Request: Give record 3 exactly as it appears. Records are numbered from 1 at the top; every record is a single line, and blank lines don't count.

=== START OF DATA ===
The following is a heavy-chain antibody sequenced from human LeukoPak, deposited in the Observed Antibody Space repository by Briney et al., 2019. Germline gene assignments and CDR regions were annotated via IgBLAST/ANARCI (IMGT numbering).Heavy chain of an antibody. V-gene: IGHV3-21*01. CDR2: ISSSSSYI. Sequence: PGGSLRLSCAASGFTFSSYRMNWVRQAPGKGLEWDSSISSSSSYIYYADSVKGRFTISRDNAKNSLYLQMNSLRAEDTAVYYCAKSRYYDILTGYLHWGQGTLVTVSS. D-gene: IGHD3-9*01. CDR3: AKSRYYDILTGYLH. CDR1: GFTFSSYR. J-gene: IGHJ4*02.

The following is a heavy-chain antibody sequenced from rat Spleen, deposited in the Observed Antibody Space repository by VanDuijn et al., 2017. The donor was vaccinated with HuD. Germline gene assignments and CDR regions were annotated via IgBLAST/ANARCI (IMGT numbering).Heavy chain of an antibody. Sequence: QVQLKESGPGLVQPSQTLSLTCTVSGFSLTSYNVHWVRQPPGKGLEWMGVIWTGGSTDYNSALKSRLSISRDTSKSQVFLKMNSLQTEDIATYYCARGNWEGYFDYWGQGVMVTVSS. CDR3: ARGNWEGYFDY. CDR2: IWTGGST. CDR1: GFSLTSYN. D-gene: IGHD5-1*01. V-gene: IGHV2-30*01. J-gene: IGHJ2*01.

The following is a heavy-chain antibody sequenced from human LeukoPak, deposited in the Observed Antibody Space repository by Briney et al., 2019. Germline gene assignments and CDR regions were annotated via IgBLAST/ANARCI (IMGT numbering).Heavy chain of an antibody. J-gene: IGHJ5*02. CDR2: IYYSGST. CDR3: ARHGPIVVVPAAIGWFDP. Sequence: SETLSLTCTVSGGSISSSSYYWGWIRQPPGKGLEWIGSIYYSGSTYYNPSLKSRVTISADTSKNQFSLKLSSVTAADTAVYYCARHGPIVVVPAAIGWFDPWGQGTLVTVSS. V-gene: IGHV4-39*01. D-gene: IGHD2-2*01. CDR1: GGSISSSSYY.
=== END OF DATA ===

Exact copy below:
The following is a heavy-chain antibody sequenced from human LeukoPak, deposited in the Observed Antibody Space repository by Briney et al., 2019. Germline gene assignments and CDR regions were annotated via IgBLAST/ANARCI (IMGT numbering).Heavy chain of an antibody. J-gene: IGHJ5*02. CDR2: IYYSGST. CDR3: ARHGPIVVVPAAIGWFDP. Sequence: SETLSLTCTVSGGSISSSSYYWGWIRQPPGKGLEWIGSIYYSGSTYYNPSLKSRVTISADTSKNQFSLKLSSVTAADTAVYYCARHGPIVVVPAAIGWFDPWGQGTLVTVSS. V-gene: IGHV4-39*01. D-gene: IGHD2-2*01. CDR1: GGSISSSSYY.